Scientists say there’s such a thing as “ethical amnesia” and it’s probably happened to you

Most of us like to think that we have moral standards, and there may be a psychological reason why.

A study published (paywall) today (May 16) in the Proceedings of the National Academy of Sciences indicates that when we act unethically, we’re more likely to remember these actions less clearly. Researchers from Northwestern University and Harvard University coined the term “unethical amnesia” to describe this phenomenon, which they believe stems from the fact that memories of ourselves acting in ways we shouldn’t are uncomfortable.

“Unethical amnesia is driven by the desire to lower one’s distress that comes from acting unethically and to maintain a positive self-image as a moral individual,” the authors write in the paper.

To investigate, Maryam Kouchaki, a behavioral research specialist at the Kellogg School of Management at Northwestern University and her colleague Francesca Gino at Harvard Business School conducted nine separate studies with over 2,100 participants. Over the course of their work, they found that people remember the times they acted ethically, like playing a game fairly, more clearly than the times they probably cheated.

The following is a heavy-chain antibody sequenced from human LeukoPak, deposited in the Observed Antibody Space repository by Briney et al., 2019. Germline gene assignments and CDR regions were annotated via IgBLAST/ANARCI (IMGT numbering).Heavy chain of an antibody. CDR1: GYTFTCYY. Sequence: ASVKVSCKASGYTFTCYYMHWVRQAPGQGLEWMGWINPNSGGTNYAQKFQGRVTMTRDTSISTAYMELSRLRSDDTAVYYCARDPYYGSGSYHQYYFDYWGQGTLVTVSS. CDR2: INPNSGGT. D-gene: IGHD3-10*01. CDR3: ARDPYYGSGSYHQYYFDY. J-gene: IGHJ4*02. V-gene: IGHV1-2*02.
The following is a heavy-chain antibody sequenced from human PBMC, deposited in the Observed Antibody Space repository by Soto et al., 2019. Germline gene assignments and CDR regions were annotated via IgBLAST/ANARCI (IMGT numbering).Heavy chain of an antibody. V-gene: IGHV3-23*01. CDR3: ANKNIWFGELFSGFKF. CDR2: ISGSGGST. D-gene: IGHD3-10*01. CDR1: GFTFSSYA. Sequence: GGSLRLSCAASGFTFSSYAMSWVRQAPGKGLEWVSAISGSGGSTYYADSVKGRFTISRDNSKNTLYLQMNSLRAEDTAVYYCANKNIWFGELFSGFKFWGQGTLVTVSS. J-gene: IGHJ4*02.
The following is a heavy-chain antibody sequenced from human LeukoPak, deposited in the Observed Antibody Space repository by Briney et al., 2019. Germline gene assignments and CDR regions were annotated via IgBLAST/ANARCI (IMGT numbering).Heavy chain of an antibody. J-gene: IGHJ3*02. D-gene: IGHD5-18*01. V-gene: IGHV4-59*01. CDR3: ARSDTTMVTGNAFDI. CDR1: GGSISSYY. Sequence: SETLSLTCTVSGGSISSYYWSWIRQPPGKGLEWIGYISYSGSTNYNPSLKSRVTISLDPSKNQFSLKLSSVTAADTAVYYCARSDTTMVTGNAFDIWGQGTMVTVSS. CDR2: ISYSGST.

“We speculated…that people are limiting the retrieval of memories that threaten their moral self-concept and that is the reason we see pervasive ordinary unethical behaviors,” Kouchaki wrote in an email.

Intuitively, these results make sense. We don’t like to think of ourselves as immoral people, and may come up with justifications (pawall) for our behavior that would indicate the contrary. The authors write that these results could indicate why certain acts of dishonesty are so pervasive, like hitching free rides on public transportation, stealing from the workplace, and even cheating on taxes.

Of course, not all of our indiscretions are easy to forget, particularly when there are lasting ramifications to our actions. “Strong consequences might reduce unethical amnesia with your rationale,” Kouchaki wrote. But simultaneously, she speculated, the emotional pain caused by remembering severely negative consequences could work as even more motivation to forget that we acted immorally in the first place.

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